4. Let me preface by saying I am an American who has lived many years in various countries (including a year in France).
    As you pointed out, greed has made our meat & vegetables tasteless. Factory farming is commonplace. Already weak soil is doused in chemicals. Until Americans begin to value good, chemical free food, it will stay that way. It is price, not quality, that rules the decision of 95% of the population.
    Want good american food? Stick to burgers & BBQ (in independent restaurants & stores, not the chains).

  5. Jess, having Polish dishes prepared in America by a Polish-American family doesn't make it American. Imports exist in national cuisines (yes, nowadays, one can consider bagels as American, and couscous has more-or-less become a French dish), but they need to be widespread and regularly consumed and prepared by people not from that origin to call it of that nationality.

    And your country is really not that diverse when it comes to cuisine, regional dishes are very rare and rarely interesting (Southern cuisine: take food, any food, deep-fry it, you got Southern cuisine).

    Once again, it's normal, there may be an American cuisine in a few Centuries, or not (because of the "not care that much about food" thing).

    I'm talking about national things here, not about people. Of course, you'll always find individuals that do this or that, but the very fact that Americans in their vast majority is telling.
    If you want to blame me for generalizing, you may have chosen the wrong entry. Also, generalization doesn't mean "totalization".

    Di, I couldn't agree with you more…

    Kelly, nothing to add about your comment, thanks for making it.

  6. "Imports exist in national cuisines (yes, nowadays, one can consider bagels as American, and couscous has more-or-less become a French dish), but they need to be widespread and regularly consumed and prepared by people not from that origin to call it of that nationality.

    And your country is really not that diverse when it comes to cuisine, regional dishes are very rare and rarely interesting "

    I disagree. Foreign import foods have become regional cuisines. Case in point, Polish food. I live in the rust belt US, a huge amount of Polish immigrants live here. You find that Polish food in this area (spanning from Indiana, Illinois, Ohio, Pennsylvania, Upstate New York) is extremely common and readily available even in prepackaged form to families not of Polish origin: Kapusta, Perogi, Keilbasa. You find these things in supermarket freezer sections they are so common….that is region AND adopted American cuisine.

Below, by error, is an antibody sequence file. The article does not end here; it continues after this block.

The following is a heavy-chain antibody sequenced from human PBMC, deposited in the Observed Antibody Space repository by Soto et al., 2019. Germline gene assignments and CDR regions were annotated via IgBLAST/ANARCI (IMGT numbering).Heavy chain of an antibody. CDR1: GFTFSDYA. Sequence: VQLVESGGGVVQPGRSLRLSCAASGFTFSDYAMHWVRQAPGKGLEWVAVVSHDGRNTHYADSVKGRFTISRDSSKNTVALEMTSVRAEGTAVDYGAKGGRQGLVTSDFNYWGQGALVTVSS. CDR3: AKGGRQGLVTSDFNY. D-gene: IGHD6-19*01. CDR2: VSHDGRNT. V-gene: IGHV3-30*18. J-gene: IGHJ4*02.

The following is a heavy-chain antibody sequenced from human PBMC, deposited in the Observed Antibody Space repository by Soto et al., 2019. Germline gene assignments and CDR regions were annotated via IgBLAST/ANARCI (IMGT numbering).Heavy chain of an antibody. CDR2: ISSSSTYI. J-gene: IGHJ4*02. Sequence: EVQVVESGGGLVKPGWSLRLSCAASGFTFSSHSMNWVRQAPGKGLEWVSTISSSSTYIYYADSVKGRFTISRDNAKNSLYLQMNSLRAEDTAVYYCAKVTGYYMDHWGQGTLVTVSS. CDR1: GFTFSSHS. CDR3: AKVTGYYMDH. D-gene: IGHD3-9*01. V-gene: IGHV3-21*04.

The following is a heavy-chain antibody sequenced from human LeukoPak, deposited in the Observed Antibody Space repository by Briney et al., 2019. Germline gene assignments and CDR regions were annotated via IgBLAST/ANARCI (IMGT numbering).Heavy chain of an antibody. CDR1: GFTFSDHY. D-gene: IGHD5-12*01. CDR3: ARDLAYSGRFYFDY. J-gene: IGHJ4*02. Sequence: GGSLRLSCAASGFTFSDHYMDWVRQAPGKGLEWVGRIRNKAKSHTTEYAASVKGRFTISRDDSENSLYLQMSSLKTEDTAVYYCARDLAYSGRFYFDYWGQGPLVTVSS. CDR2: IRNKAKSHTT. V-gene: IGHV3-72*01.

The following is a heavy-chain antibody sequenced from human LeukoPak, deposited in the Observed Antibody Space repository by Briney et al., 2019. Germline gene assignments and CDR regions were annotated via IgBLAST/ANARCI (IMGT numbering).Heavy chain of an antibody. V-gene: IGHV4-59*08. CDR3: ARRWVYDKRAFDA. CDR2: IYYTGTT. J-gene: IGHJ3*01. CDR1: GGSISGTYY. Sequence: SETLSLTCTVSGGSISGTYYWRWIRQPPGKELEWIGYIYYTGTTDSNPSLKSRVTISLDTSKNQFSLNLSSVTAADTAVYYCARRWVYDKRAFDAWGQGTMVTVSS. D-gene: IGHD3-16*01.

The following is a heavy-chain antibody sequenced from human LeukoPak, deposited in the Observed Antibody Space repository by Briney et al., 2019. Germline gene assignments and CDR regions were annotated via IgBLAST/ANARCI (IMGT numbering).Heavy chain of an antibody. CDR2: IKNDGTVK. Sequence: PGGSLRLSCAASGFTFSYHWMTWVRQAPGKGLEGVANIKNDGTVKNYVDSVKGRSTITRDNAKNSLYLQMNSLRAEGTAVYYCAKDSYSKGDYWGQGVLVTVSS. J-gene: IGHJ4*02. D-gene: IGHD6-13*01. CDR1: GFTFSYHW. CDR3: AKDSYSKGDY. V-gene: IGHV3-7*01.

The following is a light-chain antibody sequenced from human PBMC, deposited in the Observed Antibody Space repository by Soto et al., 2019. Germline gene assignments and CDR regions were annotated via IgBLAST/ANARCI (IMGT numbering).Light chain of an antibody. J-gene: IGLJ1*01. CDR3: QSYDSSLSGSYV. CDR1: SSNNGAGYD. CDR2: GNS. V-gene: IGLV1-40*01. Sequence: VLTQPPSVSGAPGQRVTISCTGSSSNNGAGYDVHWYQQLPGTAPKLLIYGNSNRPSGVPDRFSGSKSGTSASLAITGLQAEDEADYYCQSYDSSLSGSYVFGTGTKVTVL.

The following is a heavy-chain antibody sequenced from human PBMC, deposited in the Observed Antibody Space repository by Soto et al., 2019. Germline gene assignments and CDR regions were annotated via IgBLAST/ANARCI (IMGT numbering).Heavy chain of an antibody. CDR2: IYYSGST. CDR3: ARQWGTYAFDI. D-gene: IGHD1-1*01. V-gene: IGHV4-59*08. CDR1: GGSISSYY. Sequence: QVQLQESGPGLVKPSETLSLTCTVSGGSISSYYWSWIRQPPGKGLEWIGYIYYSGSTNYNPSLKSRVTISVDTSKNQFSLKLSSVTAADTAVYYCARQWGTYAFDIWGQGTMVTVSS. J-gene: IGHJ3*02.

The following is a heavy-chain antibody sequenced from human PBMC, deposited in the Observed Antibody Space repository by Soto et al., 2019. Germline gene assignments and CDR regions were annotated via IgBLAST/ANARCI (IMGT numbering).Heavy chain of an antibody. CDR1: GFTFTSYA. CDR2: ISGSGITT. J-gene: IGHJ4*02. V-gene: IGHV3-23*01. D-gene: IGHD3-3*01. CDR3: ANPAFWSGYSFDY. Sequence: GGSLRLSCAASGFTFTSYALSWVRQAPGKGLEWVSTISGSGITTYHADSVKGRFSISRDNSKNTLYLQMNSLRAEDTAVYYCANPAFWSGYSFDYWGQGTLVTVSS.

And also, southern soul food isn't just about deep frying everything but the kitchen sink (though I know lots of southern cooking is), it is about slaves using food that had been previously discarded and turning it into a hot meal. And I don't think it's tasteless by any stretch…many times, it's quite spicy, in fact.

  7. Since I've been in Paris, I've been rather disappointed with the quality and variety of the food served in restaurants. Nothing horrible just pretty ordinary. I was expecting some sort of culinary revelation before arriving. Was this naive? Probably. Of course, I don't necessarily have the budget to hit Michelin's 3star recommendations and maybe that is my problem. I'm thinking maybe this is different when you go to someone's house. Maybe they go all out. But they don't invite me so I don't know! What I love about Food in the US or even in Canada for that matter is the variety. The variety of items and types of cuisines. So while he original american cuisine might not be top 10 material, their ability to churn out world class restaurants of other types of cuisines is probably second to none. You also can eat pretty well in my hometown of Montreal. Give it a try if ever you're in the area!

  8. Ever had a fish boil in Door County, Wisconsin? Gone to a clam bake in New England? Eaten at a great Tex Mex place in Texas or New Mexico? Gone to a crab shack in Baltimore and washed those Old Bay seasoned crabs down with Natty Bo? Had the three vegetable plate and hot biscuits at Mary Mac's Tea Room in Atlanta? Deep dish pizza in New Haven? Fabulous American regional food exists. The locals know where it is. Just like in other places in the world.

  9. Too true. Food quality and accessibility in the US is increasingly a public health issue Americans need to be educated on. Too many people wish to be removed from how their food gets to their plate. When you read about the travesties that are occurring in the food industry, it's overwhelming. It's no wonder the food industry is able to manipulate food laws and the food itself, when people would rather believe their steak came from the cooler than a cow.

    Know what's in your food, where it came from, and how it got to your plate. You vote with your dollar every time you go to the grocery store.

  10. -Jess: the problem with Polish food as a regional food in the Midwest is that… it's only in the Midwest apparently (never heard of it before your comment), and… you still call it Polish. See what I mean.

    Same thing goes for Anne's comment. Yes there are local foods, but as you say, one can find them locally.

    The point I'm trying to make is that it's not comparable to regional foods in countries with a real food culture and history.